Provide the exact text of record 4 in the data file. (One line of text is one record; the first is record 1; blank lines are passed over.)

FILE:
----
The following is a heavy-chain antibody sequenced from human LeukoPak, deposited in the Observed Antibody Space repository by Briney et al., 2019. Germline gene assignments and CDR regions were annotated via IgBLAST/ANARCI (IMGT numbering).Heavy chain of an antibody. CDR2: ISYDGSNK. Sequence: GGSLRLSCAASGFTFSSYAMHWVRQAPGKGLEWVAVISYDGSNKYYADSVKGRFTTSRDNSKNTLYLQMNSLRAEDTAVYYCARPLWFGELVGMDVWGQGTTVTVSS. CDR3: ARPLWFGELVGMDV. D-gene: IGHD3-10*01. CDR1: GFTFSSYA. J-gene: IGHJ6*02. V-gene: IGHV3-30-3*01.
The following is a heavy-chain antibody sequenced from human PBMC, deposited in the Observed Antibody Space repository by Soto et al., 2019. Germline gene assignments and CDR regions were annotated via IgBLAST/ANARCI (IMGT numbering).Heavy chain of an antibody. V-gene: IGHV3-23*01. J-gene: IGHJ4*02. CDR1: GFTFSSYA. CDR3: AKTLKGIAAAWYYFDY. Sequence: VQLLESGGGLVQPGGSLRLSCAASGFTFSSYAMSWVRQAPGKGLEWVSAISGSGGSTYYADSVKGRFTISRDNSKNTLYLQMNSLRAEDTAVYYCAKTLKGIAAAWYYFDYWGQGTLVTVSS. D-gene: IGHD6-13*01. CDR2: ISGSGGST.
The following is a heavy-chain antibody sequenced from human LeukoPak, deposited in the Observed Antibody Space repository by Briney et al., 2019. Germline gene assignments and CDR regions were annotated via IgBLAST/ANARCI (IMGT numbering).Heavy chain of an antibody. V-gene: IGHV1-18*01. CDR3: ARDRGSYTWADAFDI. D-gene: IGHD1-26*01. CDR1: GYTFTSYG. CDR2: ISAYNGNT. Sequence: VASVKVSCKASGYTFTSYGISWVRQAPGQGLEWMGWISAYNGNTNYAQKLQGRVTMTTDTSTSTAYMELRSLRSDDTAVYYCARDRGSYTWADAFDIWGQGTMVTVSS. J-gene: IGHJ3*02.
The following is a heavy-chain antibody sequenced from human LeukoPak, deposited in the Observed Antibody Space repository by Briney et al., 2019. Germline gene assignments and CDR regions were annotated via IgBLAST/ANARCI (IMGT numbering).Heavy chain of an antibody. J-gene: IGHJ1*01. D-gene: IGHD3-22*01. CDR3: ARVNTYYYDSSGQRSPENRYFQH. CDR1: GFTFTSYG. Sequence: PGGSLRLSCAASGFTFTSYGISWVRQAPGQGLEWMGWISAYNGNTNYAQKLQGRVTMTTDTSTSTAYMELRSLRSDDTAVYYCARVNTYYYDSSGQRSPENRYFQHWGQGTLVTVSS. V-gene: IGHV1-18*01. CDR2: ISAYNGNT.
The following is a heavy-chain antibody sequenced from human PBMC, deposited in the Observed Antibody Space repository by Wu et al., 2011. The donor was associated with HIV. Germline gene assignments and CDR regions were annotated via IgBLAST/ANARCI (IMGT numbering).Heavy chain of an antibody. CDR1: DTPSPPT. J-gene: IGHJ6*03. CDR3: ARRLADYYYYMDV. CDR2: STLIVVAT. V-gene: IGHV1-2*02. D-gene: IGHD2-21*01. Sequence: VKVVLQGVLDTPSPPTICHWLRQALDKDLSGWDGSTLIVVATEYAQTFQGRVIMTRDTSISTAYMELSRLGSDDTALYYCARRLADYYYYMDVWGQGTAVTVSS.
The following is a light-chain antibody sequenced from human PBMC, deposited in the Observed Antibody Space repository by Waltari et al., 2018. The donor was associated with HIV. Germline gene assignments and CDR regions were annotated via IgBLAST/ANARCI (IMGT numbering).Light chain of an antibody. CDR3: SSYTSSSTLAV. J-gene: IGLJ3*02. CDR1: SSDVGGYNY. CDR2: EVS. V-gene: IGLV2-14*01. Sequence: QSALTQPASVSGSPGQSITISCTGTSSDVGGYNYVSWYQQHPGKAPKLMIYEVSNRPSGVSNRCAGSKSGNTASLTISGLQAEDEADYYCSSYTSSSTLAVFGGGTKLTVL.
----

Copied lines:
The following is a heavy-chain antibody sequenced from human LeukoPak, deposited in the Observed Antibody Space repository by Briney et al., 2019. Germline gene assignments and CDR regions were annotated via IgBLAST/ANARCI (IMGT numbering).Heavy chain of an antibody. J-gene: IGHJ1*01. D-gene: IGHD3-22*01. CDR3: ARVNTYYYDSSGQRSPENRYFQH. CDR1: GFTFTSYG. Sequence: PGGSLRLSCAASGFTFTSYGISWVRQAPGQGLEWMGWISAYNGNTNYAQKLQGRVTMTTDTSTSTAYMELRSLRSDDTAVYYCARVNTYYYDSSGQRSPENRYFQHWGQGTLVTVSS. V-gene: IGHV1-18*01. CDR2: ISAYNGNT.